National Training Center Opens
Journal: Issue 4 - 2007
This fall, BAC members will celebrate a major milestone in the Union’s illustrious history – the opening of the new BAC/IMI National Training Center.
Conveniently located between Washington, D.C. and Baltimore, the 25-acre campus, which officially opens in September, fulfills two long-held BAC goals: providing more services for BAC members and Locals, and enhancing the organized masonry industry’s advantage over competing materials and trades, including the non-union sector.
“This facility gives us a world-class training campus,” says BAC President and IMI Co-Chair John J. Flynn, “that will strengthen masonry’s position in the marketplace. It really is BAC University.”
For individual members, like Art Feeser of Local 1 Maryland/Virginia/DC who was a foreman during the center’s construction, more training and educational options translate into expanded work opportunities. “The more you know, the more you’re worth,” he said.
All BAC crafts will be taught at the center, and every level of training will be available to BAC members at each stage of their careers, from pre-job apprentices to foremen and even contractors, with safety training a constant in all classes. “The center will provide state-of-the-art instruction, curriculum and materials,” says IMI President Joan Calambokidis. “That gives BAC Locals the best of both worlds, by keeping them up on the latest programs, and offering ones that won’t stretch their training resources too far. It is an exciting chapter in BAC history.”
All BAC crafts are represented in the buildings’ design so that visitors can experience the full portfolio just by walking around and looking at the buildings and the classrooms inside.
The masonry materials were left as exposed as possible, to “celebrate” their inherent strength and beauty, says architect Stanley Tigerman, FAIA, of Tigerman-McCurry Architects in Chicago. Other materials like plumbing and lighting were also left uncovered. “It shows how a building is made,” says Tigerman. “And it’s all done the best way.”
The campus itself dramatizes BAC’s commitment to investing in construction’s future, notes President Flynn. “Instead of talking about a workforce crisis, we are taking action by ensuring that current members have access to the best training. We’re building the next generation of our Union.”
BAC’s commitment is also evident through the numerous certification programs available at the new center, including the annual Instructor Certification Program (ICP) held each fall, Supervisor Certification Program (SCP) courses for foremen and supervisors, and testing for specific materials and applications, such as concrete, autoclaved aerated concrete, JAHN restoration materials, and grouting. Another plus is the full menu of safety and health training available to members and instructors such as courses on scaffolding and hazard communication, as well as OSHA courses.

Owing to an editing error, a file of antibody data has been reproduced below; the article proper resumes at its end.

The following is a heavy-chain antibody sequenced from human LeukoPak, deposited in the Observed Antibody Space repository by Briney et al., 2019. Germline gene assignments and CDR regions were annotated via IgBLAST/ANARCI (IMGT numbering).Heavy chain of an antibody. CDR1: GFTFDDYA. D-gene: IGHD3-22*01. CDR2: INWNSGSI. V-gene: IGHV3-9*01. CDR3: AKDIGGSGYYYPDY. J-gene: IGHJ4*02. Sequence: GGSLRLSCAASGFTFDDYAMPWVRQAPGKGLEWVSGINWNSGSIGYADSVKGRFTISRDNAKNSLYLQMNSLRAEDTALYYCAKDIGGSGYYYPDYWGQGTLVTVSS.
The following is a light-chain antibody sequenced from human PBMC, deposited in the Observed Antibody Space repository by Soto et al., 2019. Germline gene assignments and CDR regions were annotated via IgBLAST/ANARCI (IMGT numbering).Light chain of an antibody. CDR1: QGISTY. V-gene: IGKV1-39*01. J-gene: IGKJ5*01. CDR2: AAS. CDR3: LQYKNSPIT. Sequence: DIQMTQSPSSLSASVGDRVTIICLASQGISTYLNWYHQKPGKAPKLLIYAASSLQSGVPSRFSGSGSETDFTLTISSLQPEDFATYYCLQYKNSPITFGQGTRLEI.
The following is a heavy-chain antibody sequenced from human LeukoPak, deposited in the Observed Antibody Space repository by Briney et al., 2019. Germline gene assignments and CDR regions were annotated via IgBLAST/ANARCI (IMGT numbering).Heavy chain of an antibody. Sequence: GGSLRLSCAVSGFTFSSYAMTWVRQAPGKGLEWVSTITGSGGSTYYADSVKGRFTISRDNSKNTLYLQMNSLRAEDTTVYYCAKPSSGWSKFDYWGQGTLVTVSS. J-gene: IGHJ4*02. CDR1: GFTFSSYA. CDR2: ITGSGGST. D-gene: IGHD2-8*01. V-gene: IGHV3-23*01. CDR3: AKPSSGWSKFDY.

The campus also provides the perfect venue for Contractor College, where signatory contractors can improve their skills and keep on top of industry trends.
Consolidating the wide range of BAC and IMI activities in one place will also streamline and maximize resources to best ensure that they are used for the overall goal of expanding work opportunities for BAC members.
Organizing and hosting high profile events like the International Apprentice Contest and Masonry Camp for apprentices and young architects brings BAC’s leadership role into sharper public focus, as do ongoing activities such as curriculum and standards development, and new product research and testing.
On the hot topic of sustainability, for example, the campus will serve as both a laboratory and role model. It is in the process of obtaining certification from the U.S. Green Building Council, which oversees the Leadership in Energy and Environmental Design (LEED®) Green Building Rating System™.
Members Are Already Lining Up
At the end of the day, though, it is the day-to-day training at the new center that will make the difference. “Training is the key to a strong BAC,” says President Flynn.
No one is more aware of that than some of the BAC members who helped turn the vision into reality, and now look forward to returning to the site to enhance their careers.
“I am ready to start,” said PCC apprentice Nick Cicero of Local 5 Pennsylvania. Bricklayer Carlos Castellanos of Local 1 Maryland/Virginia/DC feels the same way. “It’s nice to learn. That way, you never run out of work,” he said.
But perhaps Local 1 member, foreman and IMI pre-job graduate Rob Denford said it best: “It will be here for a long time. It is the Union.”